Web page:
Diana Pinto writes: Europeans, especially European Jews, are used to being treated as museum pieces and historical relics by Americans. We are the object of extensive commentary but rarely regarded as possessing any living voice worth engaging with. I recently had the strange experience of listening to myself and other European Jews talked about as if we were already as silent as a Pompeian plaster cast while reading Jeffrey Goldberg’s article “Is It Time for the Jews to Leave Europe?” in the April issue of The Atlantic and watching his accompanying video chat with James Bennet and Leon Wieseltier. If a plaster cast may be permitted to speak, I would say that Goldberg and his colleagues aren’t describing my reality; the world I come from isn’t already destroyed; and the story of the Jews in Europe isn’t yet ready to be relegated to museums or to antiquarian sites like Pompeii.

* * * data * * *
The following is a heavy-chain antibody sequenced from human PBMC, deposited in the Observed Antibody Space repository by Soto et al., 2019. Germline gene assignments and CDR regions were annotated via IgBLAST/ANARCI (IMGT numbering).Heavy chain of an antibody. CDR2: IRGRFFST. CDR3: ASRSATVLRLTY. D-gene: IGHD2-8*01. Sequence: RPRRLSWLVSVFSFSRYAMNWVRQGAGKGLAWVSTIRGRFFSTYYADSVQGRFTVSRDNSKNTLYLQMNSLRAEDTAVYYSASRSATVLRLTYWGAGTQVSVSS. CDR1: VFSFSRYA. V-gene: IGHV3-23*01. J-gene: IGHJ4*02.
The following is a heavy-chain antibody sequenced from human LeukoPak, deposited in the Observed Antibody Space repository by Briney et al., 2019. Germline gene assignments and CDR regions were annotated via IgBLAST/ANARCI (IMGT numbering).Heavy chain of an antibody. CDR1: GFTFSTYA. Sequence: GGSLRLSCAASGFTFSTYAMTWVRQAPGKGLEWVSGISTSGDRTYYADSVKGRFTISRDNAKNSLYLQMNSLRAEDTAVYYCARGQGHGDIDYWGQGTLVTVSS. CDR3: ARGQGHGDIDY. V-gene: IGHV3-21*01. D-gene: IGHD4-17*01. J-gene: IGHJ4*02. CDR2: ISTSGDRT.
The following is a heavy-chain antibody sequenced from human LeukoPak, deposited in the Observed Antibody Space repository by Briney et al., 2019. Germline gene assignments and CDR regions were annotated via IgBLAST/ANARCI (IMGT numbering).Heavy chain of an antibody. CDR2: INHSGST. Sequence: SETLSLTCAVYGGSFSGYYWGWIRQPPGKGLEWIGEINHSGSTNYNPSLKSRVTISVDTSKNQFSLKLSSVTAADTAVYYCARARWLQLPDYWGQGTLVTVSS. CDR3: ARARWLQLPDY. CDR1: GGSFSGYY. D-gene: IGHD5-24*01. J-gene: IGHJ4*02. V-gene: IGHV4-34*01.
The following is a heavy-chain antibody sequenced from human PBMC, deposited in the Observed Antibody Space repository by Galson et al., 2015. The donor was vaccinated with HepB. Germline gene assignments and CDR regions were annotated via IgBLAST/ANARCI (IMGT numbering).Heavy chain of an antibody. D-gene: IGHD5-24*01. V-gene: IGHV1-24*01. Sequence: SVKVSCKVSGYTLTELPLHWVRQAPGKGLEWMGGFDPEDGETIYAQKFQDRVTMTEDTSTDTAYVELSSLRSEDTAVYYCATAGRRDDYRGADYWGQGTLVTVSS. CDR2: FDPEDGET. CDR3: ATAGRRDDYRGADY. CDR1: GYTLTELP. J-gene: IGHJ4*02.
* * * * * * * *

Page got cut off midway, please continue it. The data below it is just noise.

The implicit assumption in Goldberg’s piece, and in many articles going back to at least the end of the Cold War in 1989, is that Europe’s Jews, if they had an iota of common sense and dignity, would not be in Europe. [Continue reading…]